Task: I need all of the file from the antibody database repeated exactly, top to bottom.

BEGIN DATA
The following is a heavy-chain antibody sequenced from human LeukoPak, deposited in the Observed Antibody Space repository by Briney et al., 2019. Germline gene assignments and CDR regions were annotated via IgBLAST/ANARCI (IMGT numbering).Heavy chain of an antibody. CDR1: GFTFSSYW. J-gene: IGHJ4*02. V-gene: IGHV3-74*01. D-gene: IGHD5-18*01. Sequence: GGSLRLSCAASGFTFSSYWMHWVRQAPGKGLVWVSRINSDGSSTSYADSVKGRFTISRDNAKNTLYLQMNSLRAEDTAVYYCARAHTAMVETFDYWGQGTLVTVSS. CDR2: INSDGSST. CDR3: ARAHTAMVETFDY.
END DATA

The following is a heavy-chain antibody sequenced from human LeukoPak, deposited in the Observed Antibody Space repository by Briney et al., 2019. Germline gene assignments and CDR regions were annotated via IgBLAST/ANARCI (IMGT numbering).Heavy chain of an antibody. CDR1: GFTFSSYW. J-gene: IGHJ4*02. V-gene: IGHV3-74*01. D-gene: IGHD5-18*01. Sequence: GGSLRLSCAASGFTFSSYWMHWVRQAPGKGLVWVSRINSDGSSTSYADSVKGRFTISRDNAKNTLYLQMNSLRAEDTAVYYCARAHTAMVETFDYWGQGTLVTVSS. CDR2: INSDGSST. CDR3: ARAHTAMVETFDY.